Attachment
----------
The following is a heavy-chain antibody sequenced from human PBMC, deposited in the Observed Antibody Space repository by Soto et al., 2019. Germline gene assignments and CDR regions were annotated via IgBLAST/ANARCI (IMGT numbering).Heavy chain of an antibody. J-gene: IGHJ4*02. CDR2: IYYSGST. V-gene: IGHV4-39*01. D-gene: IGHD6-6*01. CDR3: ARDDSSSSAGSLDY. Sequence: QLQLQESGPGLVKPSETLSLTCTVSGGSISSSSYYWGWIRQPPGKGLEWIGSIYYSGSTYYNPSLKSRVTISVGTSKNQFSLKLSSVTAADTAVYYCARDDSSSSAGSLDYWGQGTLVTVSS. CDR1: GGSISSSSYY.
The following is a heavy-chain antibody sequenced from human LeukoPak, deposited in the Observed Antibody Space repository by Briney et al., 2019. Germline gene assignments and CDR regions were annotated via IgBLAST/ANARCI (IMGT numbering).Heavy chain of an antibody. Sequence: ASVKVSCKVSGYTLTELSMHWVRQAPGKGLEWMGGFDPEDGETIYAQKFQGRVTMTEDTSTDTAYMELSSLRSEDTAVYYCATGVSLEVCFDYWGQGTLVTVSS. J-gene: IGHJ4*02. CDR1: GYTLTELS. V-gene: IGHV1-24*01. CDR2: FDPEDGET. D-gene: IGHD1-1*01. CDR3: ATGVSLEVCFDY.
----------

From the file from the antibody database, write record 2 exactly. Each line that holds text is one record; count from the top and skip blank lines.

The following is a heavy-chain antibody sequenced from human LeukoPak, deposited in the Observed Antibody Space repository by Briney et al., 2019. Germline gene assignments and CDR regions were annotated via IgBLAST/ANARCI (IMGT numbering).Heavy chain of an antibody. Sequence: ASVKVSCKVSGYTLTELSMHWVRQAPGKGLEWMGGFDPEDGETIYAQKFQGRVTMTEDTSTDTAYMELSSLRSEDTAVYYCATGVSLEVCFDYWGQGTLVTVSS. J-gene: IGHJ4*02. CDR1: GYTLTELS. V-gene: IGHV1-24*01. CDR2: FDPEDGET. D-gene: IGHD1-1*01. CDR3: ATGVSLEVCFDY.